Tuck Fest 2019
In March, we wrote to you about North Carolina’s US National Whitewater Center. Knowing how the Tuck Fest event turned out last year, we had to get this information out to you. It was an amazing time for everyone involved. If you are in the Charlotte, North Carolina area, plan ahead because this event is one that you don’t want to miss.
Located in Charlotte North Carolina, the creatively designed USNWC ignites a love for outdoor adventure for both family as well as competitive sport enthusiasts. This weekend, the USNWC will be hosting its annual Tuck Fest. From April 25-28, 2019, guests may observe or participate in competitions or clinics. Vendors will line the walkway surrounding the whitewater events while excitement fills the air. The Tuck Fest celebrates the joy of the outdoors in this four-day, fun-filled event.
Be sure to plan ahead as the schedule of events is complete. From marathon and mountain bike races to kayak and raft races, opportunities to challenge your skills are plenty. As many will be attending, all athletes are encouraged to register early online. If clinics are your interest, the list abounds for learning as well. Rock climbing, belaying, kayak polo and fishing, trail running, yoga and more are scheduled for clinics. There will even be a class on Wildlife Rescue! Each day packs a full schedule of events.
Visitors don’t need to participate in competitions or clinics to enjoy the experience. The atmosphere created at Tuck Fest alone with music, food, family and friends is a win-win for all.
Inclusive Excursions will be one of the many outdoor industry vendors featured at Tuck Fest. Keep your eye out for our tent and stop by. We are looking forward to meeting you all. We ar also raffling off a Strider Bike so the little ones can start riding early! All proceeds will be donated to the Altivas Canas Children’s Project in Peru. Mentionthis blog and get a 10% discount on apparel!Come out and enjoy the event.
Fantastic Negrito is the incarnation of a musician who is reborn. In fact, the name Fantastic Negrito represents his third rebirth, literally coming back from death this time. The narrative on this man is as important as the sound, because the narrative is the sound. Songs born from a long hard life channeled through black roots music. Slide guitar, drums, piano. Urgent, desperate, edgy. Fantastic Negrito is the story of a man who struggled to “make it”, who “got it”, who lost it all, and somehow managed to find his way back. These are singular songs by a true musician who writes and produces his own work. His songs are his fuel as he continues on the third comeback of his life, at a time when our world is in upheaval.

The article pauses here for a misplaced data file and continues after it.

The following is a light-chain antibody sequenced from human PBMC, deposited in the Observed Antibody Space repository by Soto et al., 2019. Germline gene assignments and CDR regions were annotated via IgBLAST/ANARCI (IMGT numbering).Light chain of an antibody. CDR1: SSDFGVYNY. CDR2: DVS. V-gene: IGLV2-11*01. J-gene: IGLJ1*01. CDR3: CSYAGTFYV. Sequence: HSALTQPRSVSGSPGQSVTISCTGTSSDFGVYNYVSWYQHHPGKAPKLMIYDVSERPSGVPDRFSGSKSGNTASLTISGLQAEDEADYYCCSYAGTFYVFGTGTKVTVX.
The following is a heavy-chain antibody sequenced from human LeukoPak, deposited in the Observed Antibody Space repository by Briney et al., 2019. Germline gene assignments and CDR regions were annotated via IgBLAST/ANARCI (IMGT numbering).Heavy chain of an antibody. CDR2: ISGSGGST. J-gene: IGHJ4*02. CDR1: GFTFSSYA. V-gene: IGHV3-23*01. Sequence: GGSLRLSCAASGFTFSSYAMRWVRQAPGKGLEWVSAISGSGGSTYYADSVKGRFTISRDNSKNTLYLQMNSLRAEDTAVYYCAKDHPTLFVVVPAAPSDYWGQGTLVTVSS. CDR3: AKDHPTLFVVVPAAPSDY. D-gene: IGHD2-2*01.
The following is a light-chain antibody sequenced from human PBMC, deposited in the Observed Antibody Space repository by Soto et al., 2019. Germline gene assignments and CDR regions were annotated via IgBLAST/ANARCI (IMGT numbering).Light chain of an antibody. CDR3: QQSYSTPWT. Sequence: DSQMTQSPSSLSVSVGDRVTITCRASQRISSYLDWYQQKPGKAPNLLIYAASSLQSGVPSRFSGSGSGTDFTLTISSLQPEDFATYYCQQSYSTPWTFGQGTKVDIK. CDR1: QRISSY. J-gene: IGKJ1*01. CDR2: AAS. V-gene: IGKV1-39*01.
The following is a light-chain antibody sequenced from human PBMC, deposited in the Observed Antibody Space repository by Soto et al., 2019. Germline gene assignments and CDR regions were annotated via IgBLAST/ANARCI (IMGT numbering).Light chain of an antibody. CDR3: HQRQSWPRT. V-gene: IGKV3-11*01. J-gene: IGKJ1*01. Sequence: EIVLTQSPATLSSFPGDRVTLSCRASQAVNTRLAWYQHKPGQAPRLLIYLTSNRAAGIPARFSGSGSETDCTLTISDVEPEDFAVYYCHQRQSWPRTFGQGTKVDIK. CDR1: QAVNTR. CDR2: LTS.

The latest album from The Suitcase Junket, Mean Dog, Trampoline is populated by characters in various states of reverie: leaning on jukeboxes, loitering on dance floors, lying on the bottoms of empty swimming pools in the sun. Despite being deeply attuned to the chaos of the world, singer/songwriter/ multi-instrumentalist Matt Lorenz imbues those moments with joyful wonder, an endless infatuation with life’s most subtle mysteries. And as its songs alight on everything from Joan Jett to moonshine to runaway kites, Mean Dog, Trampoline makes an undeniable case for infinite curiosity as a potent antidote to jadedness and despair.
Heading into Destroyers of the Soft Life, the fourth LP by J. Roddy Walston and The Business, JRWATB pursued a brighter, more nuanced sound that teased out the band’s latent pop sensibilities without skimping on energy or attitude. As you press play on the opening track “You Know Me Better”, anthemic guitars scream out of buoyant, hooky lyrics as Walston’s chugging piano supplies a persistent heartbeat. The “bar band” sound of the past has been replaced by an aspirational, booming cacophony that could fill stadiums.
Instead of the raucous bombast JRWATB manifested on their breakout hit album Essential Tremors, the band’s leader had certain rules he was determined to follow on Destroyers of the Soft Life. One was:“Speak/sing clearly, no hiding behind mumbles.” Another was, “D.I.Y. but hi-fi —record ourselves as much as possible but have it sound amazing and full.” The final, most important, rule was, “Nostalgia is a cancer —acknowledge that you are in the present.”